width: 100%;
    height: 18px;
    margin-bottom: 1rem;
}

.progress-bar .inner {
   position: absolute;
   left: 0;
   top: 0;
   bottom: 0;
   background-color: #33aacc;
   min-width: 5px;
}

.wrapper-scores .container {
   min-width: 150px;
   max-width: 260px;
   width: 100%;
}

.course-block__completed, .course-block__certificate-download, .btn-linkedin-share,
.course-block__description, .course-block__author {
   display: none;
}

.col-sm-4 img {
   display: inline;
   padding: 1px;
}
</style>
<?php
    date_default_timezone_set('America/Los_Angeles');
    
    function getClass($classname, $htmltext)
    {
        $dom = new DOMDocument;
        $dom->loadHTML($htmltext);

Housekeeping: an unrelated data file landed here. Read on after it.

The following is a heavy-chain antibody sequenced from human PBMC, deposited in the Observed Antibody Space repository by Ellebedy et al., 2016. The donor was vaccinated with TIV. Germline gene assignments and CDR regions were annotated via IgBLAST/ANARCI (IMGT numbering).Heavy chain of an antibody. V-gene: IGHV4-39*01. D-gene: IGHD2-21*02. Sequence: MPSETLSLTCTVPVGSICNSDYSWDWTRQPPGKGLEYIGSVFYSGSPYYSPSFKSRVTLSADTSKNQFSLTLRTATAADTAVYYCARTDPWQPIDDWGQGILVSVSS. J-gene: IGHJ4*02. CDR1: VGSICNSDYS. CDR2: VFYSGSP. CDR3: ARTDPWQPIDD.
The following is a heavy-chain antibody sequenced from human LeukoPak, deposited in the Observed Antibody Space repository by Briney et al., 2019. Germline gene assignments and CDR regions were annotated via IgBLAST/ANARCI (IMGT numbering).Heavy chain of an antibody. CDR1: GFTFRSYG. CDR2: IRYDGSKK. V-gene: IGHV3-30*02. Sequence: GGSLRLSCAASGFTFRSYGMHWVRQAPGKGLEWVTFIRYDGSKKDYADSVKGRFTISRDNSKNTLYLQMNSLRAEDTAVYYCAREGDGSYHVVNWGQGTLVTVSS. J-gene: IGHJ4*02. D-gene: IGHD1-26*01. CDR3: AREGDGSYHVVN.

$xpath = new DOMXPath($dom);
        $results = $xpath->query("//*[@class='" . $classname . "']");
        return $results;
    }
    
    
    function buildContent($results)
    {
        $content = "";
        foreach ($results as $node) {
            $partial_content = innerHTML($node);
            $content = $content . $partial_content;
        }
        return $content;
    }
    
    
    /* this function preserves the inner content of the scraped element. 
    ** http://stackoverflow.com/questions/5349310/how-to-scrape-web-page-data-without-losing-tags
    ** So be sure to go and give that post an uptick too 🙂
    **/
    function innerHTML(DOMNode $node)
    {
      $doc = new DOMDocument();
      foreach ($node->childNodes as $child) {
        $doc->appendChild($doc->importNode($child, true));
      }
      return $doc->saveHTML();
    }